Vice President Kamala Harris Announces Historic Funding To Lower Housing Prices


Vice President Kamala Harris announced new federal grants with the goal of building more housing to lower housing and rental costs.

According to a White House fact sheet provided to PoliticusUSA:

Recognizing that every community is different, the grants announced today are critical to breaking down local barriers that stand in the way of housing development and lower costs. Common barriers to housing identified in the PRO Housing applications include the high cost of land and development, underutilized vacant land and property, aging housing stock, inadequate infrastructure, displacement pressures, risks of extreme weather or environment hazards, and outdated land-use and permitting policies and processes.

The demand for these awards was substantial, with requests exceeding $13 for every $1 available Applications came from more than 175 communities across 47 states and territories, representing diverse demographics and geographic settings. The Biden-Harris Administration will also release an additional $100 million in PRO Housing funding later this summer.

The awards announced today build upon the historic levels of funding made available for housing, infrastructure, and community resilience by the Biden-Harris Administration. The President’s FY25 Budget proposes a historic investment of more than $258 billion in housing, including a $20 billion Innovation Fund for Housing Expansion, which would provide critical support to further eliminate barriers to housing, spur development, and encourage innovative housing solutions.

HUD is awarding $85 million in funding through PRO Housing to 21 winners. The winners include jurisdictions ranging from under 5,000 residents in a rural community to millions of people across an urban county. In addition to the grant funding, winners will be invited to participate in a technical assistance cohort to facilitate peer learning and implementation support.

HUD will also offer technical assistance for communities who applied for round one funding and other HUD grantees committed to addressing barriers to housing – highlighting how annual grants and low-cost federal financing can be used to adopt housing-forward strategies and boost housing supply.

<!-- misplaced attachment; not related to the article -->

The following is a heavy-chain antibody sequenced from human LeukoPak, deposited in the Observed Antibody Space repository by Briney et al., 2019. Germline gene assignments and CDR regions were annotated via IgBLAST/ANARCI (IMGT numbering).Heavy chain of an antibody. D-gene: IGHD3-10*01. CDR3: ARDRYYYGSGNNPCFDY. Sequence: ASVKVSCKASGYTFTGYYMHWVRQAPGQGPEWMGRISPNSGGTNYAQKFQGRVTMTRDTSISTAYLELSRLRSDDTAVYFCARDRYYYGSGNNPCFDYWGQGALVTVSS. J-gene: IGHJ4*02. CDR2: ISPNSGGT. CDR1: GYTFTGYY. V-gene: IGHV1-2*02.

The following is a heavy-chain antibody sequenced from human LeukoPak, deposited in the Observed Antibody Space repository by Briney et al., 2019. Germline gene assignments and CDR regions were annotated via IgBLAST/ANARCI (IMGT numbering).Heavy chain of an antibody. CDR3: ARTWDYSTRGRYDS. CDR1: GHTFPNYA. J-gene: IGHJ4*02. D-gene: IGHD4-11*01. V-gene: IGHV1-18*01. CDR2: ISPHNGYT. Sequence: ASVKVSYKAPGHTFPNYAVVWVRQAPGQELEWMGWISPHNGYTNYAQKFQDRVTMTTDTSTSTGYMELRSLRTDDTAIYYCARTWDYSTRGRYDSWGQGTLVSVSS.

Vice President Harris Explains How The Grants Will Increase The Housing Supply

Vice President Harris told PoliticusUSA during a call with reporters:

I am proud to announce we are investing $85 million with another $100 million later this summer to help more than 20 cities remove these barriers. One such barrier is that it can be difficult for affordable housing developers to be able to afford to buy and develop land. To address this in Milwaukee, our investment will help the city provide subsidies to builders to help them develop vacant lots and abandoned buildings into affordable housing. Another barrier that often limits building is in a sufficient infrastructure.

For example, in Denver, there are plots of land available, but not yet connected to the electric grid. Through this investment, we will help Denver offer loans to developers to build the power lines and water mains that are necessary for new housing. This investment is part of the larger strategy to lower rents and help more Americans buy a home. President, Biden and I have proposed a national housing plan to build 2 million units of affordable housing. Our plan will also help millions of families afford to buy their first home. We will give those who are the first in their family, first generation in their family, to buy a home, $25,000 for a down payment, and will give millions of first time homebuyers $400 a month to help them meet their mortgage. We continue to demand that the United States Congress pass our housing plan.

Biden And Harris Move To Make Housing More Affordable

The housing affordability crisis didn’t begin with the pandemic, but has been going on for decades. There was a housing bubble under George W. Bush that collapsed and led to the Great Recession. However, home ownership affordability started declining in 1960s, accelerated as wage growth did not keep up with home prices.

We’ve all heard presidents talk about the need for home affordability for the last forty years or more, but the Biden administration has a comprehensive plan to build more housing which creates more supply to ease demand.

What Biden and Harris are trying to do won’t solve the crisis in four years, but it is the first serious plan that goes beyond creating a mortgage bubble that the country has had in a very long time, but all of this progress will vanish if Democrats lose the White House in November.



Source link

About The Author

Scroll to Top